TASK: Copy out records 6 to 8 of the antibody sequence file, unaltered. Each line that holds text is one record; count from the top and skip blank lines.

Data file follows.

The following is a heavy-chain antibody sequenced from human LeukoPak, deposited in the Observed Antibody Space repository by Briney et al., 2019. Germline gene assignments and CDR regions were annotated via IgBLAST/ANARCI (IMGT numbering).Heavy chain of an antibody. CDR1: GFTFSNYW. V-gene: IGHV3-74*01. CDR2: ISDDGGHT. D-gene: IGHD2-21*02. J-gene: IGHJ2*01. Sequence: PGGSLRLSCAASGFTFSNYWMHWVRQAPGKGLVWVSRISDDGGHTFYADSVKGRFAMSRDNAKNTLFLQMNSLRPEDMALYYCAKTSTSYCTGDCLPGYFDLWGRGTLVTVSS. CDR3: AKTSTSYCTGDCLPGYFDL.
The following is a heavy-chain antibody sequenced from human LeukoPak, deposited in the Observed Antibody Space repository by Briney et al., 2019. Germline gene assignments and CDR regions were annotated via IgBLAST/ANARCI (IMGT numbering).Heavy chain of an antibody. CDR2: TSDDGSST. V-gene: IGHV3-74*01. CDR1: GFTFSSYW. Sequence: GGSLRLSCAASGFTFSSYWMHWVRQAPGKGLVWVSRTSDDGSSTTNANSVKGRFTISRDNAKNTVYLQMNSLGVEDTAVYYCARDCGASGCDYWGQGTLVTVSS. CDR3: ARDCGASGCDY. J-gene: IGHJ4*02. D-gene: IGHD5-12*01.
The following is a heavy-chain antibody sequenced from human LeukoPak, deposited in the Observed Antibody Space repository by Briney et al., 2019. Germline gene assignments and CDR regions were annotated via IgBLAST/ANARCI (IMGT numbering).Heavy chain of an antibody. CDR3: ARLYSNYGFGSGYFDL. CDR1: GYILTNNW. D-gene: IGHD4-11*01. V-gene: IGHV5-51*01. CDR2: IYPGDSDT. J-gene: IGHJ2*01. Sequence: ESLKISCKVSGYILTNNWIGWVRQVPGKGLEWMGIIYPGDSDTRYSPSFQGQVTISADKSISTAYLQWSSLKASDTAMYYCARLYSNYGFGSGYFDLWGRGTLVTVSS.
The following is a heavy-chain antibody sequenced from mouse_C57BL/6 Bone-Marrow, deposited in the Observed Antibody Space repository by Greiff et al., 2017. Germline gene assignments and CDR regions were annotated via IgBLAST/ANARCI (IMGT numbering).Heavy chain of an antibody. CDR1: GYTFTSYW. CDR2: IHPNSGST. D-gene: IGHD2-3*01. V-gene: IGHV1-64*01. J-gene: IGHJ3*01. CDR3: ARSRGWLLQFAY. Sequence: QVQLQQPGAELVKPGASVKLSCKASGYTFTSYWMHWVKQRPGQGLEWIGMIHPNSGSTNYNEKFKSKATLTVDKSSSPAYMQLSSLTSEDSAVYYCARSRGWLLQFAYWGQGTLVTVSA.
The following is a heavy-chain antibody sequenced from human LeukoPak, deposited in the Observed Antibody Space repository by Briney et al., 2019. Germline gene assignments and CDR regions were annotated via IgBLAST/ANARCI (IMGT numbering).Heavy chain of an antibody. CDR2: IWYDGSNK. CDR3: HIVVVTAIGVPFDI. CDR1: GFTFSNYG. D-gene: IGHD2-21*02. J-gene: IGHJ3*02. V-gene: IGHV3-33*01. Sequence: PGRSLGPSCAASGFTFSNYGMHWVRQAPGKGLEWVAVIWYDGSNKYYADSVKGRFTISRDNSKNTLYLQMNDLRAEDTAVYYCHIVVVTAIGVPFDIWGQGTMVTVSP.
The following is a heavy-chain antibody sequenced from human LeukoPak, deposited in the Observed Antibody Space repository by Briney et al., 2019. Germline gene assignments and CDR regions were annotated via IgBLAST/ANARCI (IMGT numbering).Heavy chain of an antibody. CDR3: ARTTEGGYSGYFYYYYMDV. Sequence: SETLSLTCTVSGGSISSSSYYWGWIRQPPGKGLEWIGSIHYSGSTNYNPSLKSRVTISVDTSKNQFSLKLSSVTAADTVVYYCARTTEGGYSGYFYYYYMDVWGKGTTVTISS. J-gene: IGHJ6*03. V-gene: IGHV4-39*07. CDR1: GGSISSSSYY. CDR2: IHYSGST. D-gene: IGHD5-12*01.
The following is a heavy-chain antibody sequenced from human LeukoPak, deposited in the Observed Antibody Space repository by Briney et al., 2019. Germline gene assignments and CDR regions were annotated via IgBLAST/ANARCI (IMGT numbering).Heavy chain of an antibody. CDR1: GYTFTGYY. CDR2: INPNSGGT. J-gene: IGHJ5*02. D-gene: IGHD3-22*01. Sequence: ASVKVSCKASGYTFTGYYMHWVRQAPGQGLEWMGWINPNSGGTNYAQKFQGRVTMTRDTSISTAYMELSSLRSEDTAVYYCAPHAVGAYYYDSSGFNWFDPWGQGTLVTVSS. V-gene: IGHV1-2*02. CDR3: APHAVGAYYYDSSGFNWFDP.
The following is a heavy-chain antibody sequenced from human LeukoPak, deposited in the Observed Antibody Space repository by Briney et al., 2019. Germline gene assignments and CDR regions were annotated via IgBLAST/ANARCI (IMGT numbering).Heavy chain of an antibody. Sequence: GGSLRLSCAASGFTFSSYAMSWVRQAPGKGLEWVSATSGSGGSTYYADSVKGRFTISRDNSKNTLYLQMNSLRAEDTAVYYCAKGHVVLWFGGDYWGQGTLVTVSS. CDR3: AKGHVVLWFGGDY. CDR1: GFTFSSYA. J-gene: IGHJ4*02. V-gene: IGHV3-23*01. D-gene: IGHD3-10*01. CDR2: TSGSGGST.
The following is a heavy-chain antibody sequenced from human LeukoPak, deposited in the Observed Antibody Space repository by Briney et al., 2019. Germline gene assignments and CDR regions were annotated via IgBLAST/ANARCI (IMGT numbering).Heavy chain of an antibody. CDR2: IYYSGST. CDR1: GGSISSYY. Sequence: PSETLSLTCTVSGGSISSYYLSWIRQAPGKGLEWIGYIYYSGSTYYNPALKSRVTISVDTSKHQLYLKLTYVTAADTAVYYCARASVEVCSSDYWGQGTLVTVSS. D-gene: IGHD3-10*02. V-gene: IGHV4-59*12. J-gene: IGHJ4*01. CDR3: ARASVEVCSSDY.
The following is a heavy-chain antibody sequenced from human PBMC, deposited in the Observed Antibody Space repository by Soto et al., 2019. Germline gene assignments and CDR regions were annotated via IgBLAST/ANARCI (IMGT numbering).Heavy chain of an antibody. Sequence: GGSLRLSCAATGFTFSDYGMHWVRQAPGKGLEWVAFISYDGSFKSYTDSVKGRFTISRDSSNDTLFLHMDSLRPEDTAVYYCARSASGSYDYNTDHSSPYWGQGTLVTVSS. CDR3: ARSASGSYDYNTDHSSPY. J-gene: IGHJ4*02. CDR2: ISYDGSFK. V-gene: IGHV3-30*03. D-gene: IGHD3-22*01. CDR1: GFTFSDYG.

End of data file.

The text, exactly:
The following is a heavy-chain antibody sequenced from human LeukoPak, deposited in the Observed Antibody Space repository by Briney et al., 2019. Germline gene assignments and CDR regions were annotated via IgBLAST/ANARCI (IMGT numbering).Heavy chain of an antibody. CDR3: ARTTEGGYSGYFYYYYMDV. Sequence: SETLSLTCTVSGGSISSSSYYWGWIRQPPGKGLEWIGSIHYSGSTNYNPSLKSRVTISVDTSKNQFSLKLSSVTAADTVVYYCARTTEGGYSGYFYYYYMDVWGKGTTVTISS. J-gene: IGHJ6*03. V-gene: IGHV4-39*07. CDR1: GGSISSSSYY. CDR2: IHYSGST. D-gene: IGHD5-12*01.
The following is a heavy-chain antibody sequenced from human LeukoPak, deposited in the Observed Antibody Space repository by Briney et al., 2019. Germline gene assignments and CDR regions were annotated via IgBLAST/ANARCI (IMGT numbering).Heavy chain of an antibody. CDR1: GYTFTGYY. CDR2: INPNSGGT. J-gene: IGHJ5*02. D-gene: IGHD3-22*01. Sequence: ASVKVSCKASGYTFTGYYMHWVRQAPGQGLEWMGWINPNSGGTNYAQKFQGRVTMTRDTSISTAYMELSSLRSEDTAVYYCAPHAVGAYYYDSSGFNWFDPWGQGTLVTVSS. V-gene: IGHV1-2*02. CDR3: APHAVGAYYYDSSGFNWFDP.
The following is a heavy-chain antibody sequenced from human LeukoPak, deposited in the Observed Antibody Space repository by Briney et al., 2019. Germline gene assignments and CDR regions were annotated via IgBLAST/ANARCI (IMGT numbering).Heavy chain of an antibody. Sequence: GGSLRLSCAASGFTFSSYAMSWVRQAPGKGLEWVSATSGSGGSTYYADSVKGRFTISRDNSKNTLYLQMNSLRAEDTAVYYCAKGHVVLWFGGDYWGQGTLVTVSS. CDR3: AKGHVVLWFGGDY. CDR1: GFTFSSYA. J-gene: IGHJ4*02. V-gene: IGHV3-23*01. D-gene: IGHD3-10*01. CDR2: TSGSGGST.